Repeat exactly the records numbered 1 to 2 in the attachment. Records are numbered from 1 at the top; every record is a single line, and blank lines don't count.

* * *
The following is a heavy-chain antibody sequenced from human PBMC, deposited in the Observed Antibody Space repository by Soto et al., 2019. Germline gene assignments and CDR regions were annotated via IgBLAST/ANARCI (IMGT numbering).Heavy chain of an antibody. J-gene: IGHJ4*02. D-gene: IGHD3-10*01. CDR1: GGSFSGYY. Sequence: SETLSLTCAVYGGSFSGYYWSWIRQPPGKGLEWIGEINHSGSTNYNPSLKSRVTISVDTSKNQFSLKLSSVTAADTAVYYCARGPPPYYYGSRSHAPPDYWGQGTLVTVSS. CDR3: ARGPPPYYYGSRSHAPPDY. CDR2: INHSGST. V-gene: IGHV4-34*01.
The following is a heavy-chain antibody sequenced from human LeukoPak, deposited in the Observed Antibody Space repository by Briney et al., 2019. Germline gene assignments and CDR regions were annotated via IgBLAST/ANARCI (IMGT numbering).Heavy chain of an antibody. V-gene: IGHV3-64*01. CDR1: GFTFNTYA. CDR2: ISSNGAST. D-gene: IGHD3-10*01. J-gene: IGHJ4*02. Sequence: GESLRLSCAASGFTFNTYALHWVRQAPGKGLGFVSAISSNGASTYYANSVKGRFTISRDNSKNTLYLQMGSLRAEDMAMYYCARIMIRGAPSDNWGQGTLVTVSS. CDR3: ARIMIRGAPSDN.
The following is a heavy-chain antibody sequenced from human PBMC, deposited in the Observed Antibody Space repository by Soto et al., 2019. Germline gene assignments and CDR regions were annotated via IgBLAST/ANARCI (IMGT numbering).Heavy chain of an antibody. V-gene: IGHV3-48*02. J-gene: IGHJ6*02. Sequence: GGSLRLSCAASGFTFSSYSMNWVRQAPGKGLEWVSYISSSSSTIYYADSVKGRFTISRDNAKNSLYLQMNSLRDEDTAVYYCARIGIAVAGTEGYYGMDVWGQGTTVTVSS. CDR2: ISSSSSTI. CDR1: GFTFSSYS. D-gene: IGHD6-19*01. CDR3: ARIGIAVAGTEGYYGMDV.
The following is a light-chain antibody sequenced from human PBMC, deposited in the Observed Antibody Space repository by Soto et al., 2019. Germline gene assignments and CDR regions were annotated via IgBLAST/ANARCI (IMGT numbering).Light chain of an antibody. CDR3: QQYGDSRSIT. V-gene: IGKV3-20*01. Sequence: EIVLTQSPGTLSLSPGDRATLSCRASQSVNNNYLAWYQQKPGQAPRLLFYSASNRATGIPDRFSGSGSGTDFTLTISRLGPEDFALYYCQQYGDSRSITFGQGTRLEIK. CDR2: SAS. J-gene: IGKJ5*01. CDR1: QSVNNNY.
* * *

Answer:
The following is a heavy-chain antibody sequenced from human PBMC, deposited in the Observed Antibody Space repository by Soto et al., 2019. Germline gene assignments and CDR regions were annotated via IgBLAST/ANARCI (IMGT numbering).Heavy chain of an antibody. J-gene: IGHJ4*02. D-gene: IGHD3-10*01. CDR1: GGSFSGYY. Sequence: SETLSLTCAVYGGSFSGYYWSWIRQPPGKGLEWIGEINHSGSTNYNPSLKSRVTISVDTSKNQFSLKLSSVTAADTAVYYCARGPPPYYYGSRSHAPPDYWGQGTLVTVSS. CDR3: ARGPPPYYYGSRSHAPPDY. CDR2: INHSGST. V-gene: IGHV4-34*01.
The following is a heavy-chain antibody sequenced from human LeukoPak, deposited in the Observed Antibody Space repository by Briney et al., 2019. Germline gene assignments and CDR regions were annotated via IgBLAST/ANARCI (IMGT numbering).Heavy chain of an antibody. V-gene: IGHV3-64*01. CDR1: GFTFNTYA. CDR2: ISSNGAST. D-gene: IGHD3-10*01. J-gene: IGHJ4*02. Sequence: GESLRLSCAASGFTFNTYALHWVRQAPGKGLGFVSAISSNGASTYYANSVKGRFTISRDNSKNTLYLQMGSLRAEDMAMYYCARIMIRGAPSDNWGQGTLVTVSS. CDR3: ARIMIRGAPSDN.